Transition to adult Medicaid
Children who are enrolled in a Medicaid program are entitled to robust medical services, some of which are mandated by the federal Early and Periodic Screening, Diagnosis, and Treatment (EPSDT) law. Services may include physician and hospital services, diagnostic and screening services, home health services, prescriptions, and dental, vision, and hearing care. In New Hampshire, children’s Medicaid typically ends when your child turns age 19. Children who retain Medicaid coverage past their 19th birthday will be eligible for EPSTD services until turning age 21. Therefore, if your child has a severe health condition or disability and qualifies for Aid to the Permanently and Totally Disabled (APTD) or Aid to the Needy Blind (ANB) at age 18, children’s Medicaid coverage will continue until your child turns 21 and the comprehensive coverage provided to children will continue.
When children’s Medicaid benefits end, your child will transition to an adult Medicaid program, which generally does not include the same comprehensive set of benefits as children’s Medicaid. For example, your child will only receive coverage for acute dental issues, such as tooth extractions, and will no longer be eligible for coverage of routine maintenance of dental health. Therefore, it is recommended that, prior to your child’s 21st birthday, you work with your child’s health care providers to identify and treat any issues that may not be covered under an adult Medicaid program, and that you ensure your child receives a full vision exam and a full dental check-up and cleaning.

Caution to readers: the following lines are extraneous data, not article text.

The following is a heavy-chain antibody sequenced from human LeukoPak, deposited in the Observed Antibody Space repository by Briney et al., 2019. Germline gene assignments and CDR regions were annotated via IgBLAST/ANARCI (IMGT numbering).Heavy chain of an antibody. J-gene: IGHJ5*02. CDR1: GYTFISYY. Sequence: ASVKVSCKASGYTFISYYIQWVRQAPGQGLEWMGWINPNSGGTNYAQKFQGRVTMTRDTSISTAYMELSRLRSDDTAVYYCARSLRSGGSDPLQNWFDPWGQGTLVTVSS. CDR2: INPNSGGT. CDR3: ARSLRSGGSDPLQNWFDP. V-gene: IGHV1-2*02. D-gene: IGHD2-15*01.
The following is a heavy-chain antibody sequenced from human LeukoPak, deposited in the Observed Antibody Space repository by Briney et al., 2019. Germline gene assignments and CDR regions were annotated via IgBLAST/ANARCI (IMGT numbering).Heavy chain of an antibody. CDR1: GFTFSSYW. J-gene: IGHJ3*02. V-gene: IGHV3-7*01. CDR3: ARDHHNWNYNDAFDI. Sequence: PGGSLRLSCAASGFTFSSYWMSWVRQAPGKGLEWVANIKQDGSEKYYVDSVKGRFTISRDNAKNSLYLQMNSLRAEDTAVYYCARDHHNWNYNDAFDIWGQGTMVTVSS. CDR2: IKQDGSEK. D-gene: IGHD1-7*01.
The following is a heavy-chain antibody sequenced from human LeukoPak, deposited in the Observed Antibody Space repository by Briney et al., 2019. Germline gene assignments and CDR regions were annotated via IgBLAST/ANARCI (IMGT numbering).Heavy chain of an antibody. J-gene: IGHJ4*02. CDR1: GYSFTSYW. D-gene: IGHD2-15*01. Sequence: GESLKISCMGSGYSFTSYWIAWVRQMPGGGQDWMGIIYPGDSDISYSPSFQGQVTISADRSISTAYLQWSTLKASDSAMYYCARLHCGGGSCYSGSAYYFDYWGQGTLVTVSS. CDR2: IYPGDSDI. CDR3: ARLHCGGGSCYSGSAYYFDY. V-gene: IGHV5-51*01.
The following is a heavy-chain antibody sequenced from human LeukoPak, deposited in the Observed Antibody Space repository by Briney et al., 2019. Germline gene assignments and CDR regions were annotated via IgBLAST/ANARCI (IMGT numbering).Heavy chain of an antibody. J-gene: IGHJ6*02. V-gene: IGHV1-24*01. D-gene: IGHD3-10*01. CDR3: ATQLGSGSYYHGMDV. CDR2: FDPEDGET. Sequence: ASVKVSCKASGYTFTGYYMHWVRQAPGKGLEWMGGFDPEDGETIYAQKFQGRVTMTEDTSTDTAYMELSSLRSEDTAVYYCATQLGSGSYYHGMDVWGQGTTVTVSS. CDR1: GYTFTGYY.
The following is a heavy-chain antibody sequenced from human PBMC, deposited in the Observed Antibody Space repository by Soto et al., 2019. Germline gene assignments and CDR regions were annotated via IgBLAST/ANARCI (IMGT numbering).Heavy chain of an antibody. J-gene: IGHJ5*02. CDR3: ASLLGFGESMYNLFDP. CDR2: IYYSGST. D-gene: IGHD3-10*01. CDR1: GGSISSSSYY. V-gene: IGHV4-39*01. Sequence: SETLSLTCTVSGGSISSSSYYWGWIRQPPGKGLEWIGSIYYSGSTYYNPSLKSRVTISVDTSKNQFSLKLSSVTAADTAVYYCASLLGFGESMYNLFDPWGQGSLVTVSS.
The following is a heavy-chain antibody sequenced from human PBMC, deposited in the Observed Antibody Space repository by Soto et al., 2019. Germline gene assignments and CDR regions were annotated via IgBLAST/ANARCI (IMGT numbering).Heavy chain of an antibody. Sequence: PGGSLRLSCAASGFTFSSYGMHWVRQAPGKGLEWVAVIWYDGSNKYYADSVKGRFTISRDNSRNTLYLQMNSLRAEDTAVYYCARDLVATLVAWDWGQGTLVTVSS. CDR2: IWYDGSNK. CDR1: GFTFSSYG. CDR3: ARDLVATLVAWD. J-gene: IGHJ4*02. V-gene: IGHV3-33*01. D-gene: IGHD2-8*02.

Special Education Services
During K-12 schooling, your child may be entitled to services under one of two federal laws, either the Individuals with Disabilities Education Act (IDEA) or Section 504 of the Rehabilitation Act of 1973. Elementary and high schools are responsible for identifying students with disabilities, screening them, and providing services designed to allow students to be successful in school according to each student’s individual needs and abilities. However, these mandates are not imposed on colleges providing post-secondary education.
IDEA provides special education services for children starting at age 3 by requiring the development of an Individualized Education Plan (IEP) that modifies the school curriculum, information delivery, or testing to meet each child’s individual needs. IDEA covers children through high school graduation or through age 21, whichever comes first.
Section 504 protects individuals with disabilities from discrimination while attending a school or college that receives federal funds. However, Section 504 has different requirements for K-12 schooling than it does for post-secondary education. During K-12 schooling, the school must provide children with disabilities with a “free appropriate public education” (FAPE) that adequately meets their needs. During this time your child may have a “504 plan” that offers modifications to the physical environment or learning process. In contrast, Section 504 requires that a post-secondary educational institution provide access to an individual with disabilities, but does not require the institution to modify its program to ensure student success.
Colleges do not have the same legal obligations as elementary and high schools, although they are subject to certain portions of Section 504, mentioned above, and the Americans with Disabilities Act. The focus shifts from ensuring your child’s academic success to providing equal access to education, and the responsibility for obtaining the protections offered under these laws shifts from the school to the student. Colleges are not required to identify students with disabilities, nor are they allowed to speak with parents about a student’s performance unless the student gives the school permission.
Therefore, your child will need to self-identify as disabled, may need to pay for their own screenings, and will need to advocate for reasonable accommodations, as they are needed. Services available vary from college to college, and may include receiving materials in large print or in Braille, having a note taker for lectures, receiving a single dormitory room, or taking exams in a quiet room alone.